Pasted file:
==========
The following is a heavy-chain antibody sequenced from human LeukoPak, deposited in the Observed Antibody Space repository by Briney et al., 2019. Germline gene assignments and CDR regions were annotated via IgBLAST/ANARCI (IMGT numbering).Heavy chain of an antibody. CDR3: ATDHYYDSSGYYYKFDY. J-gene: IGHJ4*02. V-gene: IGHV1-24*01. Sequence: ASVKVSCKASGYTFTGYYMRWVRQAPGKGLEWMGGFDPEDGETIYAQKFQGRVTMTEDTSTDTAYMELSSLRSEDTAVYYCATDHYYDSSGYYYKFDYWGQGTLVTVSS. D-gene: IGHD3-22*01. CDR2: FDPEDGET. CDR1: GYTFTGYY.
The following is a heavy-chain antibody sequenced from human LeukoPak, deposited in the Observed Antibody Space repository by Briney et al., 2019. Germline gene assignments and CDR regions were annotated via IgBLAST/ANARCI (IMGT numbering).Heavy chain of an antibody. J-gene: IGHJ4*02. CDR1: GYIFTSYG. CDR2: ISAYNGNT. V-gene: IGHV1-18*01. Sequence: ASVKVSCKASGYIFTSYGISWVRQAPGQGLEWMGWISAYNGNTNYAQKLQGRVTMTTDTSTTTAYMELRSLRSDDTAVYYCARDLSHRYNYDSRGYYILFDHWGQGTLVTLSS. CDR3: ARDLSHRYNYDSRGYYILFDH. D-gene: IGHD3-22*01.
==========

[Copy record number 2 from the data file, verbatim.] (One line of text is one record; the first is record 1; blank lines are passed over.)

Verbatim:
The following is a heavy-chain antibody sequenced from human LeukoPak, deposited in the Observed Antibody Space repository by Briney et al., 2019. Germline gene assignments and CDR regions were annotated via IgBLAST/ANARCI (IMGT numbering).Heavy chain of an antibody. J-gene: IGHJ4*02. CDR1: GYIFTSYG. CDR2: ISAYNGNT. V-gene: IGHV1-18*01. Sequence: ASVKVSCKASGYIFTSYGISWVRQAPGQGLEWMGWISAYNGNTNYAQKLQGRVTMTTDTSTTTAYMELRSLRSDDTAVYYCARDLSHRYNYDSRGYYILFDHWGQGTLVTLSS. CDR3: ARDLSHRYNYDSRGYYILFDH. D-gene: IGHD3-22*01.